South Korea’s Moon says door not closed on talks with North Korea
South Korean President Moon Jae-in believes North Korea remains open to dialogue with the United States, despite comments over the weekend from a top official in Pyongyang suggesting his country had been “deceived by the US” in nuclear negotiations.
Speaking at a news conference Tuesday, Moon said the recent birthday message sent by US President Donald Trump to North Korean leader Kim Jong Un should be considered a good sign.
“Many were worried about a possible military provocation ahead of Chairman Kim Jong Un’s birthday, but instead, there was a congratulatory message from President Trump,” said Moon, adding that although dialogue between the US and North Korea is not active, relations between the two leaders remain unchanged.
“North Korea has made it clear that the door for dialogue hasn’t been shut, even though there was a condition that the dialogue can only resume when North Korea’s demands were met,” said Moon.
Moon has long positioned himself as something of a mediator between North Korea and the US, a role that has become increasingly difficult as the two sides have failed to make tangible progress in diplomatic talks.
Moon’s own attempts to initiate better inter-Korean relations have also suffered, with North Korean officials sidelining those in the South. Moon acknowledged this difficulty, but maintained he was “continuing with optimism.”
North Korea has said it will not reopen talks with the US until all its demands are accepted by Washington, and getting Pyongyang back to the negotiating table is likely to a significantly more difficult task than it was after Kim and Trump met for the first time in Singapore in June 2018.
In a statement carried by North Korean state media, Kim Kye Gwan, an adviser to Kim Jong Un, said Pyongyang would not consider giving up its nuclear facilities in return for partial sanctions relief.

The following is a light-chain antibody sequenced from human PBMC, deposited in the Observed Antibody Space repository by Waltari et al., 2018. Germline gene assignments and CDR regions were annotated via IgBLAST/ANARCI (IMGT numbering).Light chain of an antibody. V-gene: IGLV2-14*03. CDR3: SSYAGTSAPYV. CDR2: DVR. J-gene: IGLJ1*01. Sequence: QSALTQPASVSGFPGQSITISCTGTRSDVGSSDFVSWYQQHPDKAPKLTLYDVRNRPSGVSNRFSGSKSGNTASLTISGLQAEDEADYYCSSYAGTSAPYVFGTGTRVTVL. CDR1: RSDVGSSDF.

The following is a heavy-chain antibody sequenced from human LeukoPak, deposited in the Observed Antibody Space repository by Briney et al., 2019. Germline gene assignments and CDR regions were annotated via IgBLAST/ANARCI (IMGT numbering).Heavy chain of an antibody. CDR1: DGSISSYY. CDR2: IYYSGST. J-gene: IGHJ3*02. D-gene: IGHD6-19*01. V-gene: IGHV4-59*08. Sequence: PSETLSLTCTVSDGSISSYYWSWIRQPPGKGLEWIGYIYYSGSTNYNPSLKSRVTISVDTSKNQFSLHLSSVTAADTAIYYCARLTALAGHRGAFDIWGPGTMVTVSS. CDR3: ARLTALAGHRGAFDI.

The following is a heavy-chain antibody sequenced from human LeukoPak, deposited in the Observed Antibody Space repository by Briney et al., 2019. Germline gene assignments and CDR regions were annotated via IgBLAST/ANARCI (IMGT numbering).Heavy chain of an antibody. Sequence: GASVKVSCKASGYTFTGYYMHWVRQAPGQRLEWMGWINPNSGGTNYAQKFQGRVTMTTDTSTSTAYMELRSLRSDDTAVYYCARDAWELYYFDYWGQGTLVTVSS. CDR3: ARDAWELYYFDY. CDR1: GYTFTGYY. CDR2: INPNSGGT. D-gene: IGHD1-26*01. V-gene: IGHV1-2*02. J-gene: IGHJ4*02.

“There will never be such negotiations as that in Vietnam, in which we proposed exchanging a core nuclear facility of the country for the lift of some UN sanctions in a bid to lessen the sufferings of the peaceable people even a bit,” said Kim, referring to the summit between Trump and Kim in Hanoi last year that ended without a deal.
Kim Kye Gwan, who was involved in previous negotiations with the US, said that it would be “absent-minded” to expect a resumption of negotiations.
“Although Chairman Kim Jong Un has good personal feelings about President Trump, they are, in the true sense of the word, ‘personal’,” he said. “We have been deceived by the US, being caught in the dialogue with it for over one year and a half, and that was the lost time for us.”
Trump, Moon and Kim last met in June at the demilitarized zone that divides the two Koreas, but that meeting also failed to yield tangible results.
In the months after, North Korean diplomats repeatedly accused US negotiators of being inflexible, while Washington’s envoys have asked Pyongyang to come back to the table.
Working-level talks between the US and North Korea halted last year in Stockholm, Sweden, where US officials said they “had good discussion” while North Korea’s top negotiator blamed the ended talks on Washington.
“We’ve reached out to the North Koreans and let them know that we would like to continue the negotiations in Stockholm that were last undertaken in early October,” Trump’s national security adviser, Robert O’Brien, said Sunday.